CT05 – the Caterham F1 car that Kamui Kobayashi and Marcus Ericsson will be competing with – has been unveiled in Jerez, Spain.
The first to be fully designed and built at Caterham’s Leafield Technical Centre, CT05 will race in the team’s new all-green 2014 livery and, for the fourth year in a row, will be powered by Renault Sport F1, using the new Renault Energy F1 engine mated to a Red Bull Technology gearbox.
Says Cyril Abiteboul, Caterham’s Team Principal and CEO:
“The 2014 car is now much closer to many of the teams ahead and, this year, there is no reason for this to not materialise directly to performance on track.
“We believe CT05 is a good starting point for us to deal with the new regulations and their associated challenges, in particular in terms of reliability. We obviously won’t know where we really are in relation to the other teams until the first race, but we believe we have answered the challenges presented by the new regulations as effectively as we can.
“We also have a very good reason to be positive about how this car will develop throughout the season ahead. Thanks to our relocation in 2012 to at the core of the ‘F1 valley’, and a highly selective recruitment plan, our staff are now a good mix of experience and young talent and we have moved our wind-tunnel programme to the Toyota Motorsport GmbH (TMG) facility in Cologne, Germany.
“This means we are now working at 60% scale, a significant improvement over our previous facility and another sign of just how serious we are about making real progress this year.
“In addition to the TMG move is an improved partnership with Dell/Intel which gives us, among many other benefits, a major upgrade to our CFD capability, a critical part of our design toolbox that is even more important this year with the rule changes governing wind-tunnel use in 2014.
“In Renault Sport F1 and Red Bull Technology we have technical partners that have powered the World Championship winning team for the last four years, and, while we are realistic enough to know we are very unlikely to be competing right at the front of the grid, there is no reason why we should not be fighting higher than we have done since we came into the sport in 2010.
“We have extensive experience of working with both Renault and Red Bull and that is going to be crucial this year. Reliability and energy management will play a key role in 2014, especially early in the season, so our experience of working so closely with both organisations since 2011 will definitely help throughout the course of the season.”
Despite the major rule changes introduced this season, the team’s design philosophy was actually only slightly different to usual for a totally new car. Says Mark Smith, Technical Director:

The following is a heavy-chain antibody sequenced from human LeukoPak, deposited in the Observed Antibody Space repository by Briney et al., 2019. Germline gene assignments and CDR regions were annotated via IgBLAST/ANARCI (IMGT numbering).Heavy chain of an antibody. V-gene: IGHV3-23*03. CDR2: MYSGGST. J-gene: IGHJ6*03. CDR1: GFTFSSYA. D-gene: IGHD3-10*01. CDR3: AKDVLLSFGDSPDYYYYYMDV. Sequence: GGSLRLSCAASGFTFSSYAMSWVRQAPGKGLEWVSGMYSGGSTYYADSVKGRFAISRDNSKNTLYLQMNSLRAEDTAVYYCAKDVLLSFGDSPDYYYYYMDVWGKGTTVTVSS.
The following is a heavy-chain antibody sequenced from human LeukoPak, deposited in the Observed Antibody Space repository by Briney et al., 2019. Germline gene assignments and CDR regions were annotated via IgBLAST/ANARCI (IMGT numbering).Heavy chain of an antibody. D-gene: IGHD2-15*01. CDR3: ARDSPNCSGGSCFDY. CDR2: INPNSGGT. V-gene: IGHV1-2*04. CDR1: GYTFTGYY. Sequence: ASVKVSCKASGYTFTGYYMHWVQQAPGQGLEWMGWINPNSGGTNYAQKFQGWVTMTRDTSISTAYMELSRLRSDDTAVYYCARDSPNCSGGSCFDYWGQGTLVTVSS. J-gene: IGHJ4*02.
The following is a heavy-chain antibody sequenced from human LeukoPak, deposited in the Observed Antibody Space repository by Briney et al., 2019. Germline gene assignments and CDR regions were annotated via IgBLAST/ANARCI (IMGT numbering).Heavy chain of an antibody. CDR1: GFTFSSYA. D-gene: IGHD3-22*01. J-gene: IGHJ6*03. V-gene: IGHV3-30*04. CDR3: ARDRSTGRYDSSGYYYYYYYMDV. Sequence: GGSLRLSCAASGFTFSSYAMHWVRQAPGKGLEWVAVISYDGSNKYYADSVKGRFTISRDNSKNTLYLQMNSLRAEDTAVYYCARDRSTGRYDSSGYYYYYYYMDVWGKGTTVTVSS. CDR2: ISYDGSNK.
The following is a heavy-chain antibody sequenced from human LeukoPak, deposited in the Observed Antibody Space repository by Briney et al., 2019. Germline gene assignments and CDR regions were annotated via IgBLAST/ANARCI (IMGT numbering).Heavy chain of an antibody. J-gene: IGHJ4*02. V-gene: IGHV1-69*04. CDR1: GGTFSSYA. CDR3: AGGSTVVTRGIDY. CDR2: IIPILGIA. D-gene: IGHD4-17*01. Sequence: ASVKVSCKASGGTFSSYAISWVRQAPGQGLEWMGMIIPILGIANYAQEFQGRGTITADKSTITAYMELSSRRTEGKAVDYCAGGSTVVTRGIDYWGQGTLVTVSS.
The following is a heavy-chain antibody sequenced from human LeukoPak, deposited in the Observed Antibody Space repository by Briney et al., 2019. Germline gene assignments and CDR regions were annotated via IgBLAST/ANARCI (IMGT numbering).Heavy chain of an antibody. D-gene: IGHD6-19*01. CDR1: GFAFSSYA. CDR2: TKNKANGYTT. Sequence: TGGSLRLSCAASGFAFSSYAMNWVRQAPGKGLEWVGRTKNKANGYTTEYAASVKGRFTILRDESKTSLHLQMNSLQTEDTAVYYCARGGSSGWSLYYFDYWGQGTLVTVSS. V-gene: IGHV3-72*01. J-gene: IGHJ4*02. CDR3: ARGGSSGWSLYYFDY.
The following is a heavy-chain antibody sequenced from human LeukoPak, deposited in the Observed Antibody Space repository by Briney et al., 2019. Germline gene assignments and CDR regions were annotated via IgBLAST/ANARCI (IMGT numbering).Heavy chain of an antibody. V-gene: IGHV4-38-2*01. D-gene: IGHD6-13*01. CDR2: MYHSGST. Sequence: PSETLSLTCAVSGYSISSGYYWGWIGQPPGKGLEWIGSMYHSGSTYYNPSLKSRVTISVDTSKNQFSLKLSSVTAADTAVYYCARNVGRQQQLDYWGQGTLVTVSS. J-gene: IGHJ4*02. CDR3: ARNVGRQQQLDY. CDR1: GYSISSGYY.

“We have still sought to maximise aero and mechanical performance within the regulations but there has been more emphasis than usual placed upon weight reduction and, bearing in mind how critical reliability will be this year, we have been slightly more conservative in the areas around the new power unit – cooling systems, exhausts, heat management, and so on.
“At the front of the car, the area that will obviously inspire most debate, we have focused a lot of effort on optimising flow structures around the nose, the front of the chassis and the reduced width front wing area, all in response to the 2014 regulation changes.
“However, the package we start testing with is by no means our definitive answer and we fully expect to evaluate alternative solutions throughout the course of 2014, particularly now our 60% scale work has started in the TMG wind tunnel in Cologne and our improved Dell/Intel HPC (High Performance Cluster) is coming on stream, significantly stepping up our CFD resource.”
Overall there were a number of other major areas the design team focused on – the front chassis height led them to opt for pullrod suspension which, according to the team, provides the best solution from both a mechanical and aerodynamic perspective.
Another focus area was cooling – charge air cooler packaging has driven the cooling architecture and consequently the sidepod and rear-deck bodywork and, at the rear end of the car, development has been driven by the removal of the beam wing, again as per 2014 regulations, and the exhaust ‘blowing’ effect we’ve seen in recent years – this has created a challenge all teams will face, how to recover the rear load generated by those areas in previous seasons, and, again, something that will continue to develop throughout the season ahead.